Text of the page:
Post by Tim Harding » Tue Nov 13, 2018 11:33 pm

Nick Grey wrote:
Tue Nov 13, 2018 11:12 pm
So is the tie break 6-6 Carlsen wins or is it quickplay, then five minutes?.
If they reach 6-6 in Classical then there will be a playoff as in the Gelfand v Anand and Carlsen v Karjakin matches.
Four rapid games managed to decide both those contests.

Heaven forbid there would still be no winner and they would go to blitz. Maybe somebody else will post here the full sequence of increasingly fast tiebreak games that could happen.
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Joshua Gibbs
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Re: 2018 World Championship in London

Post by Joshua Gibbs » Tue Nov 13, 2018 11:44 pm

Tim Harding wrote:
Tue Nov 13, 2018 11:33 pm
Nick Grey wrote:
Tue Nov 13, 2018 11:12 pm
So is the tie break 6-6 Carlsen wins or is it quickplay, then five minutes?.
Maybe somebody else will post here the full sequence of increasingly fast tiebreak games that could happen.
If the match is tied after 12 games, tie breaks will be played on the final day in the following order, if necessary:

Best of 4 rapid games (25 minutes for each player with an increment of 10 seconds after each move). The player with the best score after four rapid games is the winner; otherwise they proceed to blitz games.
Up to five mini-matches of best of 2 blitz games (5 minutes plus 3 seconds increment after each move). The player with the best score in any two-game blitz match is the winner. If all five two-game matches are tied, an "Armageddon" game is played.
One sudden death "Armageddon" game: White receives 5 minutes and Black receives 4 minutes. Both players receive an increment of 3 seconds starting from move 61. The player who wins the drawing of lots may choose the color. In case of a draw, the player with the black pieces is declared the winner.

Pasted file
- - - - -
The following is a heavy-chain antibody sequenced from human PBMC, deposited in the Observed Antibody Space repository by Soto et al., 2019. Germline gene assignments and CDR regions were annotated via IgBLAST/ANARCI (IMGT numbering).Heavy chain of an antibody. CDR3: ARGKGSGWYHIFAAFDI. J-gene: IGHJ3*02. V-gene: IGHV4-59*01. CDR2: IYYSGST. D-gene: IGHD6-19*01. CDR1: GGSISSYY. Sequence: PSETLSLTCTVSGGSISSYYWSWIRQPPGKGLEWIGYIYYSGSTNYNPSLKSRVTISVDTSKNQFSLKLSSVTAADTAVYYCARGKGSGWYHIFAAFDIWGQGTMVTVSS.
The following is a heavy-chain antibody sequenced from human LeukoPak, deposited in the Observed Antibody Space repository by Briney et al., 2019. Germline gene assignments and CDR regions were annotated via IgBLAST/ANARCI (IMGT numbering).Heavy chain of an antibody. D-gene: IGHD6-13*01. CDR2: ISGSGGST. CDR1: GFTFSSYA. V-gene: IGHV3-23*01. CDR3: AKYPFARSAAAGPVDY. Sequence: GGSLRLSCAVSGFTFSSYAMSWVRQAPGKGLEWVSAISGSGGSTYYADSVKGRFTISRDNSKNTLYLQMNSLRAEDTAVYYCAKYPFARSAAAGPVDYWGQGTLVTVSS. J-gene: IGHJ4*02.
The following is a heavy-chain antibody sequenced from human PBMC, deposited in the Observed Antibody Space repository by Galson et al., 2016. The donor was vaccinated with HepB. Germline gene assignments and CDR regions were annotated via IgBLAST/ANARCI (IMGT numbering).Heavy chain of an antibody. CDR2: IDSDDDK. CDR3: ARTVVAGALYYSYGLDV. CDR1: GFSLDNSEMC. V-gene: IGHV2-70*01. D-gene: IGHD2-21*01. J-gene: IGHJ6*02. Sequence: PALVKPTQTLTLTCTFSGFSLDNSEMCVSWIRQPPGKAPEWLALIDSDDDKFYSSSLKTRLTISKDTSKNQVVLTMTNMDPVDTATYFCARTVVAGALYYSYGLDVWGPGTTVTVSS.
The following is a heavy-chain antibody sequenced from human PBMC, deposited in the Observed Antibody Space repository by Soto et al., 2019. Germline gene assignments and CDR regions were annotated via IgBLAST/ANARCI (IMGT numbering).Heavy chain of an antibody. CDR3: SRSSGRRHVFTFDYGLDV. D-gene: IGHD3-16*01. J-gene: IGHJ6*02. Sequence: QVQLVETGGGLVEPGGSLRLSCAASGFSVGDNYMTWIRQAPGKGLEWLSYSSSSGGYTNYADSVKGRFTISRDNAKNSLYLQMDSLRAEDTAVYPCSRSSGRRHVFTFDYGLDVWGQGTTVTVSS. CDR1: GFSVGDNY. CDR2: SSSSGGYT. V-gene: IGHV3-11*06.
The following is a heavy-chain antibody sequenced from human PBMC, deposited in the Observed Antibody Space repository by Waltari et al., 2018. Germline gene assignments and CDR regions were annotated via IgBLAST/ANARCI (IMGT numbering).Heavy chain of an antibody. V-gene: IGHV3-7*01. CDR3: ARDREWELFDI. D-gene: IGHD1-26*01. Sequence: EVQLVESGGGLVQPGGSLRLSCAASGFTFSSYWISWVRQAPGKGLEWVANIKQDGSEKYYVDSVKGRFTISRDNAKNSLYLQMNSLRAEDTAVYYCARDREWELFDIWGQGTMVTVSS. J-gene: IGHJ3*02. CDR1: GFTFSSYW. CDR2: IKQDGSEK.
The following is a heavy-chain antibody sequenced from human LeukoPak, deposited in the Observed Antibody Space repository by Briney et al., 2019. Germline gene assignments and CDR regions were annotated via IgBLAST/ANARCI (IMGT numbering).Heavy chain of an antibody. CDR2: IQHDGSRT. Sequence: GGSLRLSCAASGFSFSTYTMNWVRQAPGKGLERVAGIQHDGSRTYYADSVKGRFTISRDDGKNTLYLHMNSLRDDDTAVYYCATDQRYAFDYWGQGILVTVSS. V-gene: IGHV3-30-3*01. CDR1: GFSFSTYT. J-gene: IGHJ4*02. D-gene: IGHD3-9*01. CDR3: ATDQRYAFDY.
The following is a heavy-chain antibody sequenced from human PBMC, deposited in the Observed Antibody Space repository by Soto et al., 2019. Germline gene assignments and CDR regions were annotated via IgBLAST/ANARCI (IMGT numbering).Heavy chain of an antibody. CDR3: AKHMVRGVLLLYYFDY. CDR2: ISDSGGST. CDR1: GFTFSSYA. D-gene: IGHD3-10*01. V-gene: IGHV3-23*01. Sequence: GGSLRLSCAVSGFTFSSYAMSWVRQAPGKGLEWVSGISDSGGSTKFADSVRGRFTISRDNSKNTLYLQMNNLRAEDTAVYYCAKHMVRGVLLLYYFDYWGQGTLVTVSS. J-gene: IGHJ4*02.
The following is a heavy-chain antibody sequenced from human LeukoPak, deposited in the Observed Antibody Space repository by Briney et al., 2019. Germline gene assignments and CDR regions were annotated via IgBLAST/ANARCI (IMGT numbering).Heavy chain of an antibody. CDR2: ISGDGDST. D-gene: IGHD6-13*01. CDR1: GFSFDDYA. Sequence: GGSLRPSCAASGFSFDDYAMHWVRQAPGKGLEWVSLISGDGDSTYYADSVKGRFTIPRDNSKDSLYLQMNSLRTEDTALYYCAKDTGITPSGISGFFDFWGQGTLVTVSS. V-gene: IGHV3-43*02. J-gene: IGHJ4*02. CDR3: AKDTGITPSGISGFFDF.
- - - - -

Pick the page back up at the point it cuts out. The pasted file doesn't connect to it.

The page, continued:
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Chris Rice
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Re: 2018 World Championship in London

Post by Chris Rice » Tue Nov 13, 2018 11:47 pm

NickFaulks wrote:
Tue Nov 13, 2018 11:24 pm
Chris Rice wrote:
Tue Nov 13, 2018 6:52 pm
Emil Sutovsky, not only the President of the ACP but now also the FIDE General Director
Have I missed an announcement about this new position?
Nothing official from FIDE yet but if you want something in writing see here which I've also posted on the Repercussions thread. On FB a number of people are referring to him in this capacity now. Think he's enjoying being brought into the new regime. This is what he put on FB regarding the tie-break stuff today:

"That's why couple of years ago I pushed the idea to have a rapid tie-break BEFORE the main part of the match. And then 6-6 will be totally unacceptable for one of the players. But now, being in charge, I can't just promote it without carefully studying all the options. Still, I don't see a reason not to have it this way. What do you think?"
Last edited by Chris Rice on Wed Nov 14, 2018 7:09 am, edited 1 time in total.